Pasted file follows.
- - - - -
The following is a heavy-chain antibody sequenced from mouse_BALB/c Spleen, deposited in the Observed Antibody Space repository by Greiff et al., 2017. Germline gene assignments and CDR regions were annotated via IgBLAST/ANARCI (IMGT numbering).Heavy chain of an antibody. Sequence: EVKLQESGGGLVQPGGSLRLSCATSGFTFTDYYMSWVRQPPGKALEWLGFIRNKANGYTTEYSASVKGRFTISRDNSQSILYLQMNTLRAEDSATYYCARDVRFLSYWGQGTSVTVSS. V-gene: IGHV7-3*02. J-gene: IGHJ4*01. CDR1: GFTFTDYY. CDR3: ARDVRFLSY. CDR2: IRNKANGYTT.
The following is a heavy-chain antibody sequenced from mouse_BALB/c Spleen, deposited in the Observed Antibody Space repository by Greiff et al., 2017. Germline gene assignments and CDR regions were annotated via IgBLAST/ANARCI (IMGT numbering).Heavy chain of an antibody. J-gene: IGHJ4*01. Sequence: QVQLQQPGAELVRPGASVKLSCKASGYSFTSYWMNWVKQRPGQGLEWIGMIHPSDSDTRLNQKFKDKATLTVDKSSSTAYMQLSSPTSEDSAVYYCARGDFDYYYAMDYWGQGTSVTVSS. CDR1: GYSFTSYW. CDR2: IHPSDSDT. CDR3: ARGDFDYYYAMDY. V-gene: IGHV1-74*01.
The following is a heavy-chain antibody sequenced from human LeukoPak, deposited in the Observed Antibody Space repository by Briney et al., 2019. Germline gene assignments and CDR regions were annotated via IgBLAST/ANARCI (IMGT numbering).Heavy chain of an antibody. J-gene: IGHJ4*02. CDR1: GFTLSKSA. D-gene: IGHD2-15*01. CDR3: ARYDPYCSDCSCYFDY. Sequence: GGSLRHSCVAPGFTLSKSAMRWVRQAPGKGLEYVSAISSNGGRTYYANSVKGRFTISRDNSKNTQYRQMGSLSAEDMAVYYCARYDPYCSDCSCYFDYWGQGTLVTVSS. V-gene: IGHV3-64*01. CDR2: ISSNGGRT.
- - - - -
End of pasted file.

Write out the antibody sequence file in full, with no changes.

The following is a heavy-chain antibody sequenced from mouse_BALB/c Spleen, deposited in the Observed Antibody Space repository by Greiff et al., 2017. Germline gene assignments and CDR regions were annotated via IgBLAST/ANARCI (IMGT numbering).Heavy chain of an antibody. Sequence: EVKLQESGGGLVQPGGSLRLSCATSGFTFTDYYMSWVRQPPGKALEWLGFIRNKANGYTTEYSASVKGRFTISRDNSQSILYLQMNTLRAEDSATYYCARDVRFLSYWGQGTSVTVSS. V-gene: IGHV7-3*02. J-gene: IGHJ4*01. CDR1: GFTFTDYY. CDR3: ARDVRFLSY. CDR2: IRNKANGYTT.
The following is a heavy-chain antibody sequenced from mouse_BALB/c Spleen, deposited in the Observed Antibody Space repository by Greiff et al., 2017. Germline gene assignments and CDR regions were annotated via IgBLAST/ANARCI (IMGT numbering).Heavy chain of an antibody. J-gene: IGHJ4*01. Sequence: QVQLQQPGAELVRPGASVKLSCKASGYSFTSYWMNWVKQRPGQGLEWIGMIHPSDSDTRLNQKFKDKATLTVDKSSSTAYMQLSSPTSEDSAVYYCARGDFDYYYAMDYWGQGTSVTVSS. CDR1: GYSFTSYW. CDR2: IHPSDSDT. CDR3: ARGDFDYYYAMDY. V-gene: IGHV1-74*01.
The following is a heavy-chain antibody sequenced from human LeukoPak, deposited in the Observed Antibody Space repository by Briney et al., 2019. Germline gene assignments and CDR regions were annotated via IgBLAST/ANARCI (IMGT numbering).Heavy chain of an antibody. J-gene: IGHJ4*02. CDR1: GFTLSKSA. D-gene: IGHD2-15*01. CDR3: ARYDPYCSDCSCYFDY. Sequence: GGSLRHSCVAPGFTLSKSAMRWVRQAPGKGLEYVSAISSNGGRTYYANSVKGRFTISRDNSKNTQYRQMGSLSAEDMAVYYCARYDPYCSDCSCYFDYWGQGTLVTVSS. V-gene: IGHV3-64*01. CDR2: ISSNGGRT.